Relatively speaking…


On our recent trip to the Spokane area, we also reconnected with a cousin and an uncle of mine we have seen very little of over the past several years. We had a delightul dinner with Melody in the Peacock Room of the Davenport Hotel. Melody is a very talented, warm, funny, smart and beautiful woman who spent much of her career in the television production business and now works for a Spokane-based film and video production company. She’s been really active in the theater community in Spokane and will soon appear in a film! (More on that when we know more!)

Melody really knows her way around Spokane… and the Davenport Hotel. She gave us a personal guided tour after dinner, with all sorts of interesting tidbits I’m sure very few people ever get to hear. I was so happy to see what a happy place Melody is in these days!

A few days later I met cousins Sandy and Shelia for dinner in Gresham. We had a blast! I think it’s really amazing how easy it is to reconnect with extended family members you haven’t seen much of in years. There’s so much in common, not only family lore but certain traits and points of view. (Well, we didn’t get into the election, but nobody said anything about my Obama bumper sticker…)

Seems so easy to just talk about anything! Growing up in a big extended family makes us learn how to laugh at ourselves, don’t you think?! It felt that way in ours. We grew up overhearing the adults discuss us, defining our roles, pointing out our strengths and weaknesses in front of everybody… we all lived in very small houses, and everything that got said got heard, basically.

Here’s a little recap, tell me if I’m right about this, cuzes:

Sandy was the beauty queen, she was the star of the group, and all of us younger ones admired and adored her and wished we could be just like her, but of course we couldn’t even get close. Because she was so sweet and kind, we weren’t even jealous of her, just enjoyed basking in the glory that shone brightly from her and reflected on all of us. Boys flocked to her like moths to a flame. I have never seen anything quite like it up close and personal. She and I were especially close, spending time at one another’s houses in summer, confiding all sorts of precious and silly things. When we were apart, she was always the one I wrote to in order to mark a special event. Sandy always had a profoundly reverent streak, but I was a grateful that she loved me even though I pretty much lacked one no matter how much I pursued one so I could be like her.

I remember once in graduate school, my Chinese teacher’s wife worked for the same company Sandy worked for, and after he met Sandy, he marveled at how much she and I looked alike. “Huh? What are you smoking?!?” I wondered. I guess there is something to people thinking that all people of another race look alike.

Anyway, I was anything but the beauty, more like the ugly duckling of the extended family. Mostly I was known as the brainiac. I was so into devouring knowledge, creating things, just doing doing doing. Maybe it was to make up for what I lacked in the looks department? I remember Aunt Irene saying once: “Marie, just stay as plain and smart as you are and you will go far.” Partly I pursued the intellectual side of things because it was my family role, but also because I came by it honestly, I just had a pretty insatiable intellectual curiosity.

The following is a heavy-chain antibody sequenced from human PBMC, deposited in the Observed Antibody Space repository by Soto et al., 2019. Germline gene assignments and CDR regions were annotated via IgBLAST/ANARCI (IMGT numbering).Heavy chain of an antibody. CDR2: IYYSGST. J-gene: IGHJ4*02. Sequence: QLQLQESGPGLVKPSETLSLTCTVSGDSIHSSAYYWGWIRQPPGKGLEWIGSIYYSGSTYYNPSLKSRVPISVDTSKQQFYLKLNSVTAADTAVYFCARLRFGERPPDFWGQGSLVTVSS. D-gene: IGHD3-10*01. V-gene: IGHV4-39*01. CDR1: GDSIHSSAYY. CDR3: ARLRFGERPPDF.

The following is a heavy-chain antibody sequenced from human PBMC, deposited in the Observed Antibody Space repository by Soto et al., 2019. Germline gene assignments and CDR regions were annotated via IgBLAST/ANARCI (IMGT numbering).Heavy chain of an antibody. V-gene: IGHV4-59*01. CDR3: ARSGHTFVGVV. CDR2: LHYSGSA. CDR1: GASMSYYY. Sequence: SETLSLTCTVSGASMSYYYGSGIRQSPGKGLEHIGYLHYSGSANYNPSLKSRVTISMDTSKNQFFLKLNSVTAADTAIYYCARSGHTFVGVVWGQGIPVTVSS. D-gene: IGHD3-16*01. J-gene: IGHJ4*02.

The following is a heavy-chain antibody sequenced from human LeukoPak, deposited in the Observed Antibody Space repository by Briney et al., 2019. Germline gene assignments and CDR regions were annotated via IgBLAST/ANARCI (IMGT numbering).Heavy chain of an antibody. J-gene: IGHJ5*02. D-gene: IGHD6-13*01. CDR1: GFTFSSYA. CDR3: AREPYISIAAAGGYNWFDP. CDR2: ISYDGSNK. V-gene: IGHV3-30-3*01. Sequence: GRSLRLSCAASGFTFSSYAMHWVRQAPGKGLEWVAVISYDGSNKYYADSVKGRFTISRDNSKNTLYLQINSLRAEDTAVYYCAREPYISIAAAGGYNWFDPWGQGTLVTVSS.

Okay, okay, enough about me, back to the cousins: I didn’t know Sheila and Melody as well as I did Sandy because they were younger by a few years, a number that is insignificant now but loomed large as cousins figure out how with whom to pair off as children.

Melody was always a bright star herself. She was the oldest child in her family, with the associated leadership skills and outgoing personality. When we visited her family in Kennewick when we were kids, I was blown away by her Barbie doll collection. Having never had a name-brand doll myself, that put her in another class altogether. I remember realizing one day that she had a childhood a lot more like the ones in storybooks than I did, or ever imagined. It was clear from a young age that she had talent with a capital T. What a voice!

Sheila was youngest in her family, and was always the adorable little one. I always thought her brown eyes and brown bangs were just about the cutest ever. Looking back, she may have felt she lived in Sandy’s shadow, and seemed more shy and inward, but I think she was actually quietly gathering the awesome power her presence holds now. If you want to feel centered and real, spend some time with Shelia. Meet her children, from China and the Marshall Islands. She is deep, that Shelia. She’s emerged as a family leader now. Just ask Sandy.

The other relative we visited with last month was Uncle JB, my dad’s remaining living brother. (Aunt Arnelle — Sandy and Shelia’s mom — is his only remaining living sister.) He lives in a nursing home in Kennewick. What a sight for sore eyes. Not so many left from his generation now. We must honor them.

We had a wonderful visit, and I fear it may be our last. He just turned 90 and he is tired.

The human brain is an amazing thing. So many parts stay intact, others lose their grip. His sense of humor is still sharp: when I asked if he was following sports, he said, “Oh, yeah, my hotshot Mariners.” (a reference to their record-setting losing season!)

He’s also up on politics (“Obama’s my man!”) but not so clear on where he had breakfast that morning. Lots of discussion of many different topics…some random, some linear, some new, some old. Best part was being able to touch him. I left with mixed feelings, happy we had come, sad about some of what the visit represented.

I really really miss my Granny and Blaine. Think about them every single day of my life. Miss them. Sometimes it just hurts.


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